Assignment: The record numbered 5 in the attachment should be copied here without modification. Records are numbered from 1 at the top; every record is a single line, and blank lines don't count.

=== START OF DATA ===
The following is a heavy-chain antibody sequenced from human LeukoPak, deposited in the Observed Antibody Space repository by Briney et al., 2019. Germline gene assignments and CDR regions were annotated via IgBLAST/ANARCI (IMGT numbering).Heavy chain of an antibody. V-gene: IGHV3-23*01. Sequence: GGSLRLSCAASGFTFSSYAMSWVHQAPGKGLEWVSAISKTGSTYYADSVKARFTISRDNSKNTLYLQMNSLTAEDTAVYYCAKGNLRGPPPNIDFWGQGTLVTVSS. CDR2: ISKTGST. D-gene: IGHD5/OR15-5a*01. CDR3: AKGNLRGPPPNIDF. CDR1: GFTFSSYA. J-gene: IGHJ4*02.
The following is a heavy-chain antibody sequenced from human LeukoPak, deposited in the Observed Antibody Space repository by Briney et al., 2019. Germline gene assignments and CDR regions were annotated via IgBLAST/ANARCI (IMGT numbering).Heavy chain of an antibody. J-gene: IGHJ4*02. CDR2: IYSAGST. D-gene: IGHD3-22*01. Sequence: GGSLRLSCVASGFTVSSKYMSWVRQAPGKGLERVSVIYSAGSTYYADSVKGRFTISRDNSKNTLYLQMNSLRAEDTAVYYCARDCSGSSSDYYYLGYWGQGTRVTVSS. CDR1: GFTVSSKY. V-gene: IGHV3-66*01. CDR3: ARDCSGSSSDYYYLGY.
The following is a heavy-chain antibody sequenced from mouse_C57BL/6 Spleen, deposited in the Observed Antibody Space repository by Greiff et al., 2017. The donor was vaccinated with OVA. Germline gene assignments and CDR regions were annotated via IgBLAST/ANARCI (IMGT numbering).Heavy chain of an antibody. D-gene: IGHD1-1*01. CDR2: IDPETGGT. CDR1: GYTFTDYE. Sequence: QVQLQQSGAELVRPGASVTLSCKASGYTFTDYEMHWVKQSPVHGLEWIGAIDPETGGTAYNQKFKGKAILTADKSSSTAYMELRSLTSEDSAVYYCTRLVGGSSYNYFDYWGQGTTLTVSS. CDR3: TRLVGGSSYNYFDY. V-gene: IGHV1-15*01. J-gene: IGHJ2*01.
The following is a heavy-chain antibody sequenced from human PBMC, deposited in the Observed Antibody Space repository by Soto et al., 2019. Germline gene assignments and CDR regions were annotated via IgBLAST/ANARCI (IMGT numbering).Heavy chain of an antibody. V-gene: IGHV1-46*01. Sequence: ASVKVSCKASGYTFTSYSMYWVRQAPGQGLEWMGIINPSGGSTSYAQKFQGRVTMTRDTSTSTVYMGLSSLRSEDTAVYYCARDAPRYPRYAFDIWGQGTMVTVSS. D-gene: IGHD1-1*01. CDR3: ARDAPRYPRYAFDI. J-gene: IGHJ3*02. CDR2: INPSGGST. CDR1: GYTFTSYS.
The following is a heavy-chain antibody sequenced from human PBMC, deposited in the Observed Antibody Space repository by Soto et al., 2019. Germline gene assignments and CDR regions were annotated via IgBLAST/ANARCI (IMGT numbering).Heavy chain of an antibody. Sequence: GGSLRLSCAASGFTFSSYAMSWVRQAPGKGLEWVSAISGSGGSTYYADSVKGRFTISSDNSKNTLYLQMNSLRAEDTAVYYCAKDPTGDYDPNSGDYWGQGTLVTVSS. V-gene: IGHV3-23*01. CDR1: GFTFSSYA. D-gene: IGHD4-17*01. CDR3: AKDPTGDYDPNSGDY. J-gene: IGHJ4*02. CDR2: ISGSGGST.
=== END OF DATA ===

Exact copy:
The following is a heavy-chain antibody sequenced from human PBMC, deposited in the Observed Antibody Space repository by Soto et al., 2019. Germline gene assignments and CDR regions were annotated via IgBLAST/ANARCI (IMGT numbering).Heavy chain of an antibody. Sequence: GGSLRLSCAASGFTFSSYAMSWVRQAPGKGLEWVSAISGSGGSTYYADSVKGRFTISSDNSKNTLYLQMNSLRAEDTAVYYCAKDPTGDYDPNSGDYWGQGTLVTVSS. V-gene: IGHV3-23*01. CDR1: GFTFSSYA. D-gene: IGHD4-17*01. CDR3: AKDPTGDYDPNSGDY. J-gene: IGHJ4*02. CDR2: ISGSGGST.